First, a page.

Child care providers across the country, many of whom were already struggling to stay open before this crisis, are facing even greater challenges as enrollment declines exponentially due to the COVID-19 pandemic, while essential workers, including medical professionals and first responders, are finding that the child care supply is limited and under-resourced – verging on total collapse. Even the providers trying to remain open to care for the children of essential workers are struggling. If this industry collapses, our economic recovery will be more difficult and may never recover. America’s child care providers need more relief if they want to survive this crisis.
The situation varies from state to state, and even from community to community. Here’s a look at recent news coverage of the nation’s child care crisis.
Earlier this month the House of Representatives passed the HEROES Act, which includes some emergency funding for child care through the Child Care and Development Block Grant Program (CCDBG), among other, more general relief provisions for small businesses that certain child care businesses would be eligible to apply for. Understanding that this critical industry needs significant, dedicated relief from Congress, a group of lawmakers sent a letter to Speaker Pelosi and Leader McCarthy calling for additional assistance through a Child Care Stabilization Fund to support child care providers during this crisis and through the economic recovery.
Before this crisis, child care was already difficult to find and afford for many families, and as CNBC reports, this pandemic will only further diminish the nation’s child care supply, as providers struggle to remain open with plummeting enrollment and uncertainty. Per USA Today, “COVID-19 has plunged the child care industry, 90% of which is privately run, into a crisis the likes of which the nation has never seen.”
Child care is a specialized, and expensive service to deliver, yet providers must set tuition rates that are low enough for families to afford but high enough to cover expenses like payroll, rent, and more. Given that most providers only break even if they are operating at close to full capacity, continued reductions in enrollment and new limitations on class size will result in, “a significant loss of revenue, which leads to an equally significant loss of staff because of layoffs,” according to Cindy Cisneros of the Committee for Economic Development.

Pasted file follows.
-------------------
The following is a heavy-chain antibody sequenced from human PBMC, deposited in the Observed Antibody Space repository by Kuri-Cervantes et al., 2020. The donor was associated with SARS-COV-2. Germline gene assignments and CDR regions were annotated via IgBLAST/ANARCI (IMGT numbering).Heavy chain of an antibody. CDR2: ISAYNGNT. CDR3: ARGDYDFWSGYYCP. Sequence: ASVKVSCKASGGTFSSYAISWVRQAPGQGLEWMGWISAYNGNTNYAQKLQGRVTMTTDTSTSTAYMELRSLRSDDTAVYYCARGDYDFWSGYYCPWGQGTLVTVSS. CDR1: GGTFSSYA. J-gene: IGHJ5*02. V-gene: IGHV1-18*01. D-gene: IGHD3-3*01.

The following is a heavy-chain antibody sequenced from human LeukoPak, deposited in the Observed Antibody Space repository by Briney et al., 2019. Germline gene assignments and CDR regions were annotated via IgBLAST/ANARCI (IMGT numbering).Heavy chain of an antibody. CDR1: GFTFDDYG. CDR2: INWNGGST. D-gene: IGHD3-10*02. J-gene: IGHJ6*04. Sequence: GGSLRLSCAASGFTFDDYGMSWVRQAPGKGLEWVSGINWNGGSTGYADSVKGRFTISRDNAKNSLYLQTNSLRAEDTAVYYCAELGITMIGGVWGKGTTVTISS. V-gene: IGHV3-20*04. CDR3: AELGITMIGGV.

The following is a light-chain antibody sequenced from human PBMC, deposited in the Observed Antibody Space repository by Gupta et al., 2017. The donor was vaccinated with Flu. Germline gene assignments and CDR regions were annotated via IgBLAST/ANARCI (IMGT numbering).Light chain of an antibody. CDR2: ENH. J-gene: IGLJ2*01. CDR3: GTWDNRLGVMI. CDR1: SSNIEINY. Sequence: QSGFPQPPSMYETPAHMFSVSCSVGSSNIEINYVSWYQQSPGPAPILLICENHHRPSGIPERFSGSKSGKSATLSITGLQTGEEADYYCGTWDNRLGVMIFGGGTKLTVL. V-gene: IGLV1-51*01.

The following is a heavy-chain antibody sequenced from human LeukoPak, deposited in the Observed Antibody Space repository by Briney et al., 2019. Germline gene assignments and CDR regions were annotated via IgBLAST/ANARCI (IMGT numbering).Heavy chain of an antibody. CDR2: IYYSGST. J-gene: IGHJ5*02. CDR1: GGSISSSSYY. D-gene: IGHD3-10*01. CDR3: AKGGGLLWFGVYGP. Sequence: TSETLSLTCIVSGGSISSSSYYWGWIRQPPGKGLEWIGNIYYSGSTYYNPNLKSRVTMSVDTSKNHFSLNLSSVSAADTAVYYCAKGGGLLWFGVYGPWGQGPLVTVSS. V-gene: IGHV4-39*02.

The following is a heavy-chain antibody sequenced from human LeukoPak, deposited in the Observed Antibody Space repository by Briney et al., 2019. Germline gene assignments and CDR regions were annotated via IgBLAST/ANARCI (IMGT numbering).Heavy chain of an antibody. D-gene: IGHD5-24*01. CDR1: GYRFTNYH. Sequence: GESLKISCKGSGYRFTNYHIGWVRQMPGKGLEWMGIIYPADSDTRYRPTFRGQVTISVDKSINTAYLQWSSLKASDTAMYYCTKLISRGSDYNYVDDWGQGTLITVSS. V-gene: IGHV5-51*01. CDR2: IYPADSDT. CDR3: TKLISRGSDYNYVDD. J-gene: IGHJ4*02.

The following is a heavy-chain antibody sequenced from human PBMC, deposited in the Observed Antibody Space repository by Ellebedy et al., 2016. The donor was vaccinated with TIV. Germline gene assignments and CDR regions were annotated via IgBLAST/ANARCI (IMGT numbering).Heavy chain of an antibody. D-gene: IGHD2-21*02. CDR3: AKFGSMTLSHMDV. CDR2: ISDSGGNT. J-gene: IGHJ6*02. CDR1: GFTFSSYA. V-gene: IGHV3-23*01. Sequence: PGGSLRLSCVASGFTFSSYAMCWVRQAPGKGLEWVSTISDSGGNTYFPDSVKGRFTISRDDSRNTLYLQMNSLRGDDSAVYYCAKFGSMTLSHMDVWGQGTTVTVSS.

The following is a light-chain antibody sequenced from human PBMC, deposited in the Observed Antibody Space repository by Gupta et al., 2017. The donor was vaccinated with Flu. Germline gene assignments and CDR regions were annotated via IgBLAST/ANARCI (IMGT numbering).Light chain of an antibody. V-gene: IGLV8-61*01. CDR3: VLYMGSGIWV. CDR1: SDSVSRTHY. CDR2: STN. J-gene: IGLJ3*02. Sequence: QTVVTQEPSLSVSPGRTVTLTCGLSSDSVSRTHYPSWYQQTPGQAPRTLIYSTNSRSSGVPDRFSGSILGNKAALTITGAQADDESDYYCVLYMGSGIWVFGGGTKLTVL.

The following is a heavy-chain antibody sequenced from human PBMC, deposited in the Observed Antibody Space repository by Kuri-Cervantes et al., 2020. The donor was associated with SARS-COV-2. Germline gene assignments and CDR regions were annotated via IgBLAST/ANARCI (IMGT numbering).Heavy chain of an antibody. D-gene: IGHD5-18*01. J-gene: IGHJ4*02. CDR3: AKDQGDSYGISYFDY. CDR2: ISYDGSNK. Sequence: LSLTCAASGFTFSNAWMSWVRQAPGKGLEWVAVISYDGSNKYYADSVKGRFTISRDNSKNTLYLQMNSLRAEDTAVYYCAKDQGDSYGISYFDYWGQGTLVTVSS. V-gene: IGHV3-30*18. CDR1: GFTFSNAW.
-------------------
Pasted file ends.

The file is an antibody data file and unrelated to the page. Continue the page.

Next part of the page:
The severity of this crisis for the nation’s child care providers is due in large part to the fragmented, underfunded nature of America’s child care system – or lack thereof. As Educare DC’s Pyper Davis told CNBC last week, “child care is a system that is really not a system — it’s a bunch of things kind of cobbled together that are vulnerable to a big gust of wind.” The situation in one state or community might vary greatly from that in another jurisdiction, both in terms of cost and supply, but also for public funding and regulations. One thing that seems to be universal for child care across the country right now: the COVID-19 crisis.
Anchorage, Alaska is facing a child care shortage due to business closures, remote education, and work from home policies for parents. According to the Anchorage Health Department, the city has lost nearly 5,500 possible spaces for children in child care facilities, resulting in hardship for parents, providers, and the economy.
Reports out of Colorado and Indiana show that preschools and child care centers across the country faced difficult decisions to close, and now as states are allowing businesses to reopen and parents return to work, there are even more challenges ahead of them.
Connecticut daycares have stayed open throughout the quarantine, but many parents have opted to keep their children at home. When businesses begin opening up this week and more parents head back to work, many will need childcare. Connecticut Public Radio dedicated an hour to discuss the looming crisis facing the child care industry in the state. Listen here.
Mainers returning to work do not know who will be available to watch their children as overall child care capacity across the state has dropped nearly 60 percent in late April. For child care providers, the CARES Act provided a one-time stipend of $175 or $75 per child, but it did not cover the actual losses due to declining enrollment. As they make plans to reopen, many are concerned that staffing will be an issue as schools and summer programs are closed for children.
What We Are Reading: Saturday Essay: Child care is essential service – Karen McCoy, president of the Toledo Day Nursery, writes, “With the governor slowly reopening businesses, child-care needs to be highly recognized and valued for its significance to the economy. For many to return to work, they need child care. However, it is not just care that children need, it is essential that they have high-quality experiences to support their growth, and a nurturing, encouraging, consistent teacher to foster their development, curiosity, and social/emotional skills.”